Opened in 1969 as a police and firefighter training facility, San Diego Miramar College has been transformed into a comprehensive and thriving college.
Over nearly five decades, Miramar has grown to offer an extensive selection of more than 160 degrees and certificates, and it is home to cutting-edge programs such as the Southern California Biotechnology Center, which supports the local life sciences industry with an economic impact of nearly $32 billion annually.
Miramar is one of the fastest-growing colleges in the nation, and this year it reached a major milestone when the number of full-time equivalent students attending the school topped 10,000 – a plateau officially marking it a mid-size community college. The designation means that Miramar – which has a total enrollment of more than 16,000 students – and the San Diego Community College District will be in line to earn a larger slice of higher-education funding from Sacramento to further build its programming.
“Miramar is a comprehensive college that is playing an important and vital role in the community and in the local economy,” said President Patricia Hsieh. “Students are choosing Miramar College because they know when they come here they will get a quality education with plenty of support services that will help them reach whatever educational or career goal they may have.”
That’s quite a change from a little more than a decade ago, when the staff was so small that school administrators had no reason to publish a phone directory. Courses were so few that they were held in portable classrooms. Today, first-class facilities and state-of-the-art technology abound.
Large-scale projects completed in recent years and funded through the Propositions
S and N bond programs are numerous:
- $39.5 million Student Center
- $39 million Library/Learning Resource Center
- $31.3 million Mathematics & Business Building
- $31.3 million Arts & Humanities Building
- $22.3 million Hourglass Park Field House
- $16.3 million Fire Technology & EMT Training Center
But Miramar is more than a collection of state-of-the-art facilities.
“Every time I visit Miramar, I’m reminded of how the college has evolved from when I was there both as a student and as the police academy commander at the San Diego Criminal Justice Training Center on the Miramar College campus,” said Jerry Sanders, president and CEO of the San Diego Regional Chamber of Commerce. “In a lot of ways, Miramar is San Diego: innovative, growing, technologically savvy, and open to anyone who is looking for a brighter future.”
The Aviation Maintenance Technology Program is sending graduates to work on commercial and military aircraft. The Advanced Transportation and Energy Center is on the cutting edge of innovation. The School of Public Safety – which includes the Regional Law Enforcement Academy, the Fire Science/EMT Training Facility, a Regional Lifeguard Academy, a Detention/Courts Academy, and a Homeland Security Training Program – is responsible for training the lion’s share of first-responders in the county.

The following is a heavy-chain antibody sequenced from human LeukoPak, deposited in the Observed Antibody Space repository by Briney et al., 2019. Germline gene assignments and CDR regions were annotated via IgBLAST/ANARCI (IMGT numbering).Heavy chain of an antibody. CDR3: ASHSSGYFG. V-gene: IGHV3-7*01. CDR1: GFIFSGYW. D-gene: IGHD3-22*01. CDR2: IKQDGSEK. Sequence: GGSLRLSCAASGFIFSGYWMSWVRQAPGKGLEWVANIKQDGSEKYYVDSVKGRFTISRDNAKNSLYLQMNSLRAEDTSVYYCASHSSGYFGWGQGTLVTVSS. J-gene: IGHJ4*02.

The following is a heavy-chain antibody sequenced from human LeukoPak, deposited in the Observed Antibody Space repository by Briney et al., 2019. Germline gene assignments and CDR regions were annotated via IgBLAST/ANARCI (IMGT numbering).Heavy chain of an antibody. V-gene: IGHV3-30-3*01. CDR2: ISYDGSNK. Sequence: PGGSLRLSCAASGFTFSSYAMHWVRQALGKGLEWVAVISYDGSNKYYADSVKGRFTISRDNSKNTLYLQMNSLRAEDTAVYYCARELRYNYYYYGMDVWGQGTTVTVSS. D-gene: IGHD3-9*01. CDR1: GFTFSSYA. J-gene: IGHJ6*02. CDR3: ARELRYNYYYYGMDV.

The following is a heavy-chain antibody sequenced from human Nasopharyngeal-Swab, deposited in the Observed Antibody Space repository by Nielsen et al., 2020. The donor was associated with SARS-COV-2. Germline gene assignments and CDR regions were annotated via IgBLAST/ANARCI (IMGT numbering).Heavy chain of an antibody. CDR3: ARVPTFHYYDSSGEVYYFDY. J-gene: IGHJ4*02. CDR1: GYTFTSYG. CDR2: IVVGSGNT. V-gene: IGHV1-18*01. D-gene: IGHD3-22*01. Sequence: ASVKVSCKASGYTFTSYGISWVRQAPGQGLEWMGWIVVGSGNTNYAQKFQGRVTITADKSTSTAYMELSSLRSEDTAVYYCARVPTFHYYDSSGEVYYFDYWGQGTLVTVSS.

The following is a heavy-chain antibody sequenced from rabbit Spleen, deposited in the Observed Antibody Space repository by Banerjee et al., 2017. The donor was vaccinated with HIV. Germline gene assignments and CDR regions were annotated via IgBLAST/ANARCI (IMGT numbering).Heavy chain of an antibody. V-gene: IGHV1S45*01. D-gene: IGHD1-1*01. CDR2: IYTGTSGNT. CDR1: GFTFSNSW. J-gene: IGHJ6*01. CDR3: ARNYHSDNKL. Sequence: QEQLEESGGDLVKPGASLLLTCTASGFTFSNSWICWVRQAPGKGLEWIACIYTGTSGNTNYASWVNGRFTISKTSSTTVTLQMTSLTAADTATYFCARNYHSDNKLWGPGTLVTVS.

Jeremy Mazur said the instruction he found at the Miramar campus was second to none. An honors student who transferred to San Diego State University last fall to study history, the former Marine learned about the college while transitioning to civilian life in 2015 after serving as an electrical technician on the F-18 Hornet at Marine Corps Air Station Miramar.
“What I found was essentially a brand-new campus. It was small enough to not be overwhelming, yet large enough to give me a solid college experience,” Mazur said. “The classes were excellent, the professors are really good, and, as a matter of fact, a lot of them are also teaching at the UCs and CSUs.”
Mazur also became involved on campus and was named to the Phi Theta Kappa All-California Academic Team. He attributes much of his success to the support he received. That support has grown even stronger with a new Academic Success Center that combines tutoring, counseling, the English Center, and more under one roof in the library.
“Our students get a lot of personal care,” President Hsieh said. “We are growing in enrollment, we are growing our programs, but we still have the values of a smaller, more intimate college.” Mazur agreed. “They welcomed me with open arms,” he said.
President Hsieh said immediate goals for the college include exploring the potential of developing a bachelor’s degree program, enhancing the college’s connections with the community, and continuing to expand student access to maximize the use of Miramar’s state-of-the-art facilities.
“Just growing for growth’s sake does not suffice,” Hsieh said. “You have to maintain the quality of instruction and you have to build on the support services to make sure students who are coming here will continue to be successful. We must continue to provide our students with the skills that they will need for the jobs that they want.”